One of the great cultural icons of Europe; the Hungarian Parliament Building is the most recognisable landmark of the Budapest skyline, and perhaps the entire Danube River. Built following the unification of Pest, Buda and Óbuda in 1873, the Parliament Building is the biggest building in Hungary and the tallest building in Budapest. In total, over 100,000 people were involved in its construction, and half a million precious stones were incorporated into its design.

Jewish Museum

Synagogue in Budapest

One of the world’s oldest museums dedicated to faith, Budapest’s Jewish Museum is a historic exhibition celebrating the religious objects and scriptures of Judaism. Located beside the Dohány Street Synagogue in Pest, the museum was established in 1896 as a means of recording and showcasing historic objects of Jewish origin. The museum serves as both a reference library of Jewish artefacts and a place to remember those who lost their lives.

Hungarian Folk Music

Traditional dancing Hungarian children

Folk music has long been associated with Hungary, emerging from Budapest’s working classes in the 1700s. Known locally as Magyar népzene, Hungarian folk music combines musical traditions from several countries in central Europe, including Austria and Poland. There are several places to experience Hungarian folk music in Budapest, including Fono and the Hungarian State Folk Ensemble.

Shoes on the Danube Bank 

Shoes on the Danube

A moving memorial on the banks of the river; Shoes on the Danube Bank is a sculptural tribute to the thousands of Jews murdered in Budapest during WWII. Designed by sculptor Gyula Pauer, the Shoes on the Danube Bank depicts several pairs of shoes left on the banks of the river, in memoriam of the thousands who were shot by the Arrow Cross Party in 1944.

Food and Drink



Nourishing the people of Budapest for centuries, goulash is a traditional peasant dish that became Hungary’s national dish during the Soviet years. Traditionally made using beef, goulash contains a mix of spices, with paprika being the primary flavour. Eaten straight from the pan with a hunk of bread, there’s no heartier dish on the continent. 

Try it: You’ll find goulash on the menu of many traditional Hungarian restaurants in Budapest, but one of the best – and most unique – places to sample it is the Vagon Restaurant, which is housed inside a turn-of-the-century train car.


For vegetarians sad to be missing out on the chance to sample traditional Hungarian goulash, lecsó is the next best thing, and it’s usually served meat-free. Generously seasoned with paprika, salt and pepper, this delicious stew is as fragrant and humble as goulash, but contains only tomatoes, peppers and onions – so vegetarians and vegans can enjoy the flavours of Hungary.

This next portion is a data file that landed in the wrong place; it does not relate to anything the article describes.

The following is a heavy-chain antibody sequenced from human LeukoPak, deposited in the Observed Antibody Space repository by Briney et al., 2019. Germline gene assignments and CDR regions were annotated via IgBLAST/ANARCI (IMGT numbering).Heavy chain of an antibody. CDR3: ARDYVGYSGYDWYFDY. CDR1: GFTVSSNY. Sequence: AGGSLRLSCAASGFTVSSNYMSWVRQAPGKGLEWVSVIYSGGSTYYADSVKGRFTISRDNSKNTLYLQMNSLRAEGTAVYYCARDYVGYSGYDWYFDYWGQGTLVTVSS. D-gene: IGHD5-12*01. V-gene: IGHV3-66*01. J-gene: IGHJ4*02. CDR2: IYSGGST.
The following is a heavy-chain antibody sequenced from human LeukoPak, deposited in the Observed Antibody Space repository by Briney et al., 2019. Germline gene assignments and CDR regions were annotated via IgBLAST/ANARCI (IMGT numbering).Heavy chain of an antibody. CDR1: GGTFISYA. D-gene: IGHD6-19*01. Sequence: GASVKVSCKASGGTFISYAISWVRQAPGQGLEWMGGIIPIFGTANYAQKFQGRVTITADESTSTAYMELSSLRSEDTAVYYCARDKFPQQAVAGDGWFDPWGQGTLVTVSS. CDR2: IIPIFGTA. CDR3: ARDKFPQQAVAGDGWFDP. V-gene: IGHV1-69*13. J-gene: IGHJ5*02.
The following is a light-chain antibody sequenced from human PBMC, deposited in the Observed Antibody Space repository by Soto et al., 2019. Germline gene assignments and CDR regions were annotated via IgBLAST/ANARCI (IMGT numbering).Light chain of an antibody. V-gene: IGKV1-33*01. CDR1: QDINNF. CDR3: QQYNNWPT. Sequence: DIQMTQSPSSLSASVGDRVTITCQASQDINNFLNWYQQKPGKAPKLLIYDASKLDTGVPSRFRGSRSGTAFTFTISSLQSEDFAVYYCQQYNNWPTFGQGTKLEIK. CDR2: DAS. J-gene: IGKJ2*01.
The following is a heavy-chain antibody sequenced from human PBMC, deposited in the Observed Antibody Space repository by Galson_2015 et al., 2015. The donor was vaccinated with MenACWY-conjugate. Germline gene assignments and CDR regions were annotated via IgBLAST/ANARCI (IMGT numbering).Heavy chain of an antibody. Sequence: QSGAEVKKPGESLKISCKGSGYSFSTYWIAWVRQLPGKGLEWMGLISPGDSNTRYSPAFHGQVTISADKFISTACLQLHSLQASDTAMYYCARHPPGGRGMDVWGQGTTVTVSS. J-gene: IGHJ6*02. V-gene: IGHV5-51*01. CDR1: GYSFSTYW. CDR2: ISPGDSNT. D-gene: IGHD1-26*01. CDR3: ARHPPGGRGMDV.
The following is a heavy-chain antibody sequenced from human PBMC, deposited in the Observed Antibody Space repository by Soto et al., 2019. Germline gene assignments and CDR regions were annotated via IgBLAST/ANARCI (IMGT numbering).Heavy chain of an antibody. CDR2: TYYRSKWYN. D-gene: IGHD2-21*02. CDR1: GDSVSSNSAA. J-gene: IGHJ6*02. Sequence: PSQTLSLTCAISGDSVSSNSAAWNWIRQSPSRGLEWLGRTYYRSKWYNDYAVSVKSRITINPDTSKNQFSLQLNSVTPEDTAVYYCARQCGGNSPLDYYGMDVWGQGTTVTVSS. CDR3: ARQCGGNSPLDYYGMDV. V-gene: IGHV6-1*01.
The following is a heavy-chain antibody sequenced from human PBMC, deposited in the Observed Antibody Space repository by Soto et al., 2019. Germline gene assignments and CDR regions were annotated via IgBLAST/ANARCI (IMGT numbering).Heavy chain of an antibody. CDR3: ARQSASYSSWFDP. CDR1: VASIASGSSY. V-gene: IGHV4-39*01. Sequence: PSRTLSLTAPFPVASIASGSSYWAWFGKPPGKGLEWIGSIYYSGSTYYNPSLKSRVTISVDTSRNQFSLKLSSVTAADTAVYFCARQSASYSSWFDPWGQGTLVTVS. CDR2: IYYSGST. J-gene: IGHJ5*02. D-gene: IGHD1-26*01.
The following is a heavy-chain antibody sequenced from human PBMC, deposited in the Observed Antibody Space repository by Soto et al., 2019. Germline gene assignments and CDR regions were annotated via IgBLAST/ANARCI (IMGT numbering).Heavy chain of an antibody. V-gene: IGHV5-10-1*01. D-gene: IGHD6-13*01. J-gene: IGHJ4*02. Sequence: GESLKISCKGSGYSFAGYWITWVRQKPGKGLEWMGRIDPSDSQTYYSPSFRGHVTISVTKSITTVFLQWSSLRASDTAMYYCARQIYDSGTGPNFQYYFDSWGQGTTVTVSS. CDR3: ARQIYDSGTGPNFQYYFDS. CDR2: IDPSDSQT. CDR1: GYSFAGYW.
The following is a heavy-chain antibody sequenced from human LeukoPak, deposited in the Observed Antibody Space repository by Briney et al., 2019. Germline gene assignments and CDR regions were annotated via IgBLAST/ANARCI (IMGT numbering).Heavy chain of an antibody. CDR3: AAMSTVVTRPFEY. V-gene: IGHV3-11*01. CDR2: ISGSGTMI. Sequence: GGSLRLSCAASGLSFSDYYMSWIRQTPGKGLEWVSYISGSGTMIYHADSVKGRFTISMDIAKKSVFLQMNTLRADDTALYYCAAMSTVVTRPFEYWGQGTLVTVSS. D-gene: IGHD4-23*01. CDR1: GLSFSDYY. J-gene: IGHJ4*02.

Try it: The M10 restaurant in Buda is a wonderful place to try traditional Hungarian dishes, all within a stone’s throw of the majestic Buda Castle.



If you’re looking for lunch on the go, it has to be lángos. This street food favourite is beloved by locals, who enjoy it as much as the Italians do pizza. Lángos is essentially deep-friend dough, served with a mixture of sweet or savoury toppings. Perfect anytime of the day, it’s a classic Hungarian treat you have to try.

Try it: While most people eat lángos on the go or on their way home after a few drinks, you can also find it in traditional cafés and restaurants. One such place is Lángos Papa, a homely café in the heart of Pest where you can indulge in the very best of this simple local delicacy.

Fun facts

  • The Hungarian State Parliament Building is the third largest parliament building in the world, covering an area of 18,000 square metres.
  • Budapest has the oldest subway line on mainland Europe, and is second only to the London Underground in terms of actual age. Budapest’s metro system opened in 1896.
  • Budapest is home to the second largest synagogue in the world, Dohány Street. Capable of accommodating 3,000 worshippers, the synagogue was built in the mid-19th century in a classic Neo-Moorish style.
  • The northernmost holy place of Islam is located in Budapest. It’s the tomb of Gül Baba, a holy man who travelled to Hungary during the Turkish invasion in the 16th century.
  • Opening its doors in 1865, Budapest Zoo is one of the oldest zoological gardens in the world, and is famed for its ornate Art Nouveau buildings and exhibit spaces.